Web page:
Fish sauce and Betel nut
Yangon's skyline is full of gold domes with spire tops. The country is 80 percent Buddhist and temples abound. We went out for a meal to a little "restaurant", I use the word loosely, called Mickey's. We were greeted at the door by a skinny young man in tight jeans, a bird's nest wild hairdo, and a big smile. It was his smile that was confronting. His mouth and teeth were red. He had obviously been chewing betel nut, and I am sure he was slightly affected by it. He had no English, and ordering was a challenge, especially in his slightly intoxicated state. Trying to find out if the food was gluten free was hopeless. I REALLY was asking The Lord to bless the food. Adding to those interesting details, was the smell. There was the enchanting mix of the aroma of fish sauce and the sewer. I dearly wanted a photo of our waiter, but couldn't bring myself to ask him. We have since found another place to eat.
The street is smelly with open drains, footpath lined with little food carts. People frying potatoes and lots of other strange things. Lots of beautiful papayas, bananas, pomolos, all of which we can eat. Also beautiful strawberries, grapes etc. that we would love to eat but we can't. For anyone who sews, this place has the most wonderful material shops. We also went to a huge market. Thousands of little shops with glorious materials you can buy then off to the tailor section to get made up into lovely Myanmar outfits with the tight wrap skirt and little fitted blouse. Jewellery, jade, gold, shirts, shoes, anything you can think of. I loved watching the tailor section. Three or four women in their tiny little cubicle, one measuring, one cutting, one sewing and ironing. Row upon row of them. The sense of community was wonderful to watch. Eating together, laughing and joking with their neighbouring tailors. I guess they aren't making much, but they seemed happy, and I think we could learn a lot from them about community.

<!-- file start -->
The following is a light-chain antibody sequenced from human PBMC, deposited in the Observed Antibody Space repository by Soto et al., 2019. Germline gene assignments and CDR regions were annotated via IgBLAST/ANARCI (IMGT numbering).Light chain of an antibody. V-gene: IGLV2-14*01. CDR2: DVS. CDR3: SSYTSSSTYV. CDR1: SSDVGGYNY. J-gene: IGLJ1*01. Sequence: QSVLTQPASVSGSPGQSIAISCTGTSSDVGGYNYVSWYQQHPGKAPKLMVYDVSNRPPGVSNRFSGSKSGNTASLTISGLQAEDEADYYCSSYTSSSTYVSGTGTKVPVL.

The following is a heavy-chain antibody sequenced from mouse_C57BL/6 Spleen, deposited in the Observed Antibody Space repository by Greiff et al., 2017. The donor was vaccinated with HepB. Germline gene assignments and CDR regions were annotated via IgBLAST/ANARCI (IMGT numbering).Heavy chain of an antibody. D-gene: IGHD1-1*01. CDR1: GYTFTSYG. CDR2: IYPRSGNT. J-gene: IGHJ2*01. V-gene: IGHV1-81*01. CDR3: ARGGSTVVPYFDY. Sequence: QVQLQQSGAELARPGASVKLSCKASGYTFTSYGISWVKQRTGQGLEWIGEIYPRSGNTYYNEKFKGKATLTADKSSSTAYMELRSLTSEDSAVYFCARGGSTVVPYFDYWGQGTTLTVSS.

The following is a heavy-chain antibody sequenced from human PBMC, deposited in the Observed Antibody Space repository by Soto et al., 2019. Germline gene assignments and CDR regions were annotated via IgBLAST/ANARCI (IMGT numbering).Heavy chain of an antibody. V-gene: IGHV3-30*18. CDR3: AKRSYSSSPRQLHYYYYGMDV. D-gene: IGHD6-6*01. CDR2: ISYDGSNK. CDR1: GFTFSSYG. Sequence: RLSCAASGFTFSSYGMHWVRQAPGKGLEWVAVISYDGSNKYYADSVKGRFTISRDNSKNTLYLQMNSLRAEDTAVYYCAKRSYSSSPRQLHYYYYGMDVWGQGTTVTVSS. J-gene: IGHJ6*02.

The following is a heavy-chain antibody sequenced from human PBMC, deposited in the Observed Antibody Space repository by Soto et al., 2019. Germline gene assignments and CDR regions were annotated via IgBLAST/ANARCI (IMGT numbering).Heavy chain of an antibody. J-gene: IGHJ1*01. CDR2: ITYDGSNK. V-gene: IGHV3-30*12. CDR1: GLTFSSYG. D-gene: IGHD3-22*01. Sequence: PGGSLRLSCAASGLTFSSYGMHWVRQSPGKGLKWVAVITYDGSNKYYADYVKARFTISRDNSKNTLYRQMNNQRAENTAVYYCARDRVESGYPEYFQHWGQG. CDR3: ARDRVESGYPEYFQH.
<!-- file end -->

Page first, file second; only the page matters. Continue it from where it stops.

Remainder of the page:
Grahame has had meetings yesterday, and is at present in another one. We have a full schedule in the next few days of making connections and getting the right people to work together. We have to re-culturalise ourselves. People here are quite different to Nepal. More reserved. I have to be careful, because I am so used to hugging everyone, and I need to hold back.
I was sorry I didn't have my camera yesterday to try to get a photo of the markets and other things. Maybe I will get a chance before we go home. Our hotel is basic, but it is lovely and clean and the staff are lovely.